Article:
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Go on, obliging creatures! make me fee
All that difgrac'd my betters met in me.
Say, for my comfort, languifhing in bed,
"Juft fo immortal Maro held his head:"
And when I die, be fure you let me know
Great Homer dy'd three thousand years ago.
Why did I write? what fin to me unknown
Dipp'd me in ink, my parents', or my own?
As yet a child, nor yet a fool to fame,
I lifp'd in numbers, for the numbers came:
I left no calling for this idle trade,
No duty broke, no father disobey'd:

The Mufe but ferv'd to eafe fome friend, not wife,
To help me thro' this long disease, my life,
To fecond, Arbuthnot! thy art and care,
And teach the being you preferv'd to bear.

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But why then publish? Granville, the polite, 135 And knowing Walsh, would tell me I could write; Well-natur'd Garth inflam'd with early praife, And Congreve lov'd, and Swift endur'd, my lays; The courtly Talbot, Somers, Sheffield, read, E'en mitred Rochefter would nod the head, And St. John's felf (great Dryden's friends before) With open arms receiv'd one poet more. Happy my ftudies, when by thefe approv'd! Happier their Author, when by thefe belov'd! From thefe the world will judge of men and books; Not from the Burnets, Oldmixons, and Cooks. Soft were my numbers; who could take offence, While pure defcription held the place of sense? Like gentle Fanny's was my flow'ry theme, A painted miftrefs, or a purling stream. Yet then did Gildon draw his venal quill; I wish'd the man a dinner, and fat ftill: Yet then did. Dennis rave in furious fret; I never anfwer'd; I was not in debt.

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If want provok'd, or madness made them print, 155 I wag'd no war with Bedlam or the Mint.

Did fome more fober critic come abroad;

If wrong'd, I fmil'd; if right, I kifs the rod.

Pains,

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Pains, reading, ftudy, are their just pretence,
And all they want is fpirit, tafte, and fenfe.
Commas and points they fet exactly right,
And 'twere a fin to rob them of their mite;
Yet ne'er one sprig of laurel grac'd these ribbalds,
From flashing Bentley down to piddling Tibbalds:
Each wight who reads not, and but scans and spells,
Each word-catcher, that lives on fyllables,
E'en fuch fmall critics fome regard may claim,
Preferv'd in Milton's or in Shakespeare's name.
Pretty! in amber to obferve the forms

Of hair, or straws, or dirt, or grubs, or worms!
The things, we know, are neither rich nor rare,
But wonder how the devil they got there.

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Were others angry; I excus'd them too;
Well might they rage, I gave them but their due.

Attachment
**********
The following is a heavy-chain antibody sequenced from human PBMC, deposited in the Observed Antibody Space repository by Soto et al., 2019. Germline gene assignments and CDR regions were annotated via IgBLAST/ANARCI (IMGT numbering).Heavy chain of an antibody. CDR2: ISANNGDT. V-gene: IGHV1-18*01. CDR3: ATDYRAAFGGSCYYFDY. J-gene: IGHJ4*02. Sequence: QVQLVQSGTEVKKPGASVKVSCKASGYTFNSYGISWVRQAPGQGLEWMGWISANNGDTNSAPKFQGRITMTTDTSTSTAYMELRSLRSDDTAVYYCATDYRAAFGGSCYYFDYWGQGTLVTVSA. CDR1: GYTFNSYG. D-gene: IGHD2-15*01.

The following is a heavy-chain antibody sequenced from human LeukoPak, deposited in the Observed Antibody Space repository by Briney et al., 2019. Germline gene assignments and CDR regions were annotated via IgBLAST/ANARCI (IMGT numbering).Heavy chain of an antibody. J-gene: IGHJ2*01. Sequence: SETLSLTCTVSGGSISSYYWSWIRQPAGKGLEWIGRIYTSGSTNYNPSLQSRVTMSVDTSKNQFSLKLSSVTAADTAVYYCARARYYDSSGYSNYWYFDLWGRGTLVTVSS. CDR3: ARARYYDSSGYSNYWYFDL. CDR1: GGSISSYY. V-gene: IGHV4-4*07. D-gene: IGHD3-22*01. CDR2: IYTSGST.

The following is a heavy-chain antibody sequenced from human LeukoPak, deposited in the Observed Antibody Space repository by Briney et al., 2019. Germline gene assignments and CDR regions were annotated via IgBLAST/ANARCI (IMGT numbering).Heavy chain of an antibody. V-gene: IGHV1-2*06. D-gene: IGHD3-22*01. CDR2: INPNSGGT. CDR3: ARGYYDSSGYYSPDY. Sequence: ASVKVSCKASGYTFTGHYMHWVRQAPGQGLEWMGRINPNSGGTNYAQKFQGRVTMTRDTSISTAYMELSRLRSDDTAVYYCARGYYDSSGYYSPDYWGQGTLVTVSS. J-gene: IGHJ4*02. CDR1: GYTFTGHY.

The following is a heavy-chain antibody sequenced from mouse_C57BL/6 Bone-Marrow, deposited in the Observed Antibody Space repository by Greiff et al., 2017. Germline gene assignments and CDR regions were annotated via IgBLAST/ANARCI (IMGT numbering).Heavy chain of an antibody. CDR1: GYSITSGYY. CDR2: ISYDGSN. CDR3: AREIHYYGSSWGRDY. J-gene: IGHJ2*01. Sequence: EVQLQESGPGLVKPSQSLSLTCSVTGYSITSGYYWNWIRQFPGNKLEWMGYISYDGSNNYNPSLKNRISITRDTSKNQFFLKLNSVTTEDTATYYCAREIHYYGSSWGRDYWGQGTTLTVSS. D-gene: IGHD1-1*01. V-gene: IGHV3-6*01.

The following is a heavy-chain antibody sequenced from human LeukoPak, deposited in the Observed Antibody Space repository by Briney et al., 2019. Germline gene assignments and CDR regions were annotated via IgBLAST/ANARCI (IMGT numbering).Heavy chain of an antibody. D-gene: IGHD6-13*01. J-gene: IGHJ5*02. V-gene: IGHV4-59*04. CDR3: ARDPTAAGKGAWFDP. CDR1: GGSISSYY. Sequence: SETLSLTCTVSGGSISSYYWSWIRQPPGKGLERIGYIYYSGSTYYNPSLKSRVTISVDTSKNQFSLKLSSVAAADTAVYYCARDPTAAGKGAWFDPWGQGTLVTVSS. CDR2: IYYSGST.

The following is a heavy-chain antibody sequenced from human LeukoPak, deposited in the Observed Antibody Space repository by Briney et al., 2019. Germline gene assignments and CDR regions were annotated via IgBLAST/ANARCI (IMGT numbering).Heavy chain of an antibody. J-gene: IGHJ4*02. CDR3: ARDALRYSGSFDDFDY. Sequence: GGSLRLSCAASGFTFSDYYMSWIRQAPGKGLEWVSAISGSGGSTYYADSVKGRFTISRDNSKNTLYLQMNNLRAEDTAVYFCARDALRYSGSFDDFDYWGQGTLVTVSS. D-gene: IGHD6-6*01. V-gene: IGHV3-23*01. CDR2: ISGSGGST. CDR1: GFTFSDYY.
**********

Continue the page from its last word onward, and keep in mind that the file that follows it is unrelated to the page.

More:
A man's true merit 'tis not hard to find,
But each man's fecret ftandard in his mind.
That cafting weight pride adds to emptiness,
This who can gratify? for who can guess?
The bard whom pilfer'd paftorals renown,
Who turns a Perfian tale for half-a-crown,
Juft writes to make his barrennefs appear,
And ftrains from hard-bound brains eight lines a-year ;
He who still wanting, tho' he lives on theft,
Steals much, fpends little, yet has nothing left;
And he who now to fenfe, now nonfenfe, leaning, 185
Means not, but blunders round about a meaning;
And he whofe fuftain's fo fublimely bad,

It is not poetry, but profe run mad:

All thefe my modest Satire bade translate,

And own'd that nine fuch poets made a Tate.

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How did they fume, and ftamp, and roar, and chafe!
And fwear not Addison himfelf was safe.

Peace to all fuch! But were there one whofe fires

True genius kindles, and fair fame inspires,

Blefs'd with each talent, and each art to please, 195
And born to write, converfe, and live with ease;
Should fuch a man, too fond to rule alone,

Bear, like the Turk, no brother near the throne;

VOL. II.

D

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View him with scornful yet with jealous eyes,
And hate for arts that caus'd himself to rife
Damn with faint praife, affent with civil leer,
And without fneering teach the reft to fneer;
Willing to wound, and yet afraid to strike;
Juft hint a fault, and hesitate dislike;
Alike referv'd to blame, or to commend;
A tim'rous foe, and a fufpicious friend;
Dreading e'en fools; by flatterers befieg'd,
And fo obliging that he ne'er oblig'd;
Like Cato give his little fenate laws,
And fit attentive to his own applause;
While wits and Templars ev'ry sentence raise,
And wonder with a foolish face of praise-
Who but muft laugh if fuch a man there be !
Who would not weep if Atticus were he!